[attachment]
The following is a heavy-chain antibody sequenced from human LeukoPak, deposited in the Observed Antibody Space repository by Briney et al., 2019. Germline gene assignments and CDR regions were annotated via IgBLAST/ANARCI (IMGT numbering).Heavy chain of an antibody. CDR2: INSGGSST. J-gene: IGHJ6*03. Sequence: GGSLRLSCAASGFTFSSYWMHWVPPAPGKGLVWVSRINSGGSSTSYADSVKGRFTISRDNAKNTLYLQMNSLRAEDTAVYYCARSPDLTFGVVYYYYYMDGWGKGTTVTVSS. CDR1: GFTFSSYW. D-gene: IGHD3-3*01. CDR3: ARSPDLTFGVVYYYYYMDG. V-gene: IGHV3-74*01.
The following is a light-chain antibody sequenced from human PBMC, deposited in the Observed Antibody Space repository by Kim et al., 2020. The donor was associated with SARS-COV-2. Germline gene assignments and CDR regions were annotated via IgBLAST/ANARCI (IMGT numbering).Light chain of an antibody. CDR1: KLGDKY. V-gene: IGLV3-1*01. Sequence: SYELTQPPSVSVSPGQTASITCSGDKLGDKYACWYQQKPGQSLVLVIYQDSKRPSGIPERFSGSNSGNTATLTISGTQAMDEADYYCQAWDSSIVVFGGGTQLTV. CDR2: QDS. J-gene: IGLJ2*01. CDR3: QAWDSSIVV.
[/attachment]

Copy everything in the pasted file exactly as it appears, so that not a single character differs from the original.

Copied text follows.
The following is a heavy-chain antibody sequenced from human LeukoPak, deposited in the Observed Antibody Space repository by Briney et al., 2019. Germline gene assignments and CDR regions were annotated via IgBLAST/ANARCI (IMGT numbering).Heavy chain of an antibody. CDR2: INSGGSST. J-gene: IGHJ6*03. Sequence: GGSLRLSCAASGFTFSSYWMHWVPPAPGKGLVWVSRINSGGSSTSYADSVKGRFTISRDNAKNTLYLQMNSLRAEDTAVYYCARSPDLTFGVVYYYYYMDGWGKGTTVTVSS. CDR1: GFTFSSYW. D-gene: IGHD3-3*01. CDR3: ARSPDLTFGVVYYYYYMDG. V-gene: IGHV3-74*01.
The following is a light-chain antibody sequenced from human PBMC, deposited in the Observed Antibody Space repository by Kim et al., 2020. The donor was associated with SARS-COV-2. Germline gene assignments and CDR regions were annotated via IgBLAST/ANARCI (IMGT numbering).Light chain of an antibody. CDR1: KLGDKY. V-gene: IGLV3-1*01. Sequence: SYELTQPPSVSVSPGQTASITCSGDKLGDKYACWYQQKPGQSLVLVIYQDSKRPSGIPERFSGSNSGNTATLTISGTQAMDEADYYCQAWDSSIVVFGGGTQLTV. CDR2: QDS. J-gene: IGLJ2*01. CDR3: QAWDSSIVV.